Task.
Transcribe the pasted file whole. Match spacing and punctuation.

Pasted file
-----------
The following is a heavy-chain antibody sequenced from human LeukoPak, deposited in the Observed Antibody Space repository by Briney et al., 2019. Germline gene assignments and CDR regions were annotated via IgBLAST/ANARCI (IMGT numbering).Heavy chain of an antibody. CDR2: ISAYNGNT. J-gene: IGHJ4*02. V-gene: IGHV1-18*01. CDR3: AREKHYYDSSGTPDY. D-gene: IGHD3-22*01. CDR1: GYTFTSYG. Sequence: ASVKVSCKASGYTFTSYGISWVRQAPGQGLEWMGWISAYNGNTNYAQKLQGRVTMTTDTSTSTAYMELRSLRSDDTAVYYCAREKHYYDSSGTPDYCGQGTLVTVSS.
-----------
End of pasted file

The following is a heavy-chain antibody sequenced from human LeukoPak, deposited in the Observed Antibody Space repository by Briney et al., 2019. Germline gene assignments and CDR regions were annotated via IgBLAST/ANARCI (IMGT numbering).Heavy chain of an antibody. CDR2: ISAYNGNT. J-gene: IGHJ4*02. V-gene: IGHV1-18*01. CDR3: AREKHYYDSSGTPDY. D-gene: IGHD3-22*01. CDR1: GYTFTSYG. Sequence: ASVKVSCKASGYTFTSYGISWVRQAPGQGLEWMGWISAYNGNTNYAQKLQGRVTMTTDTSTSTAYMELRSLRSDDTAVYYCAREKHYYDSSGTPDYCGQGTLVTVSS.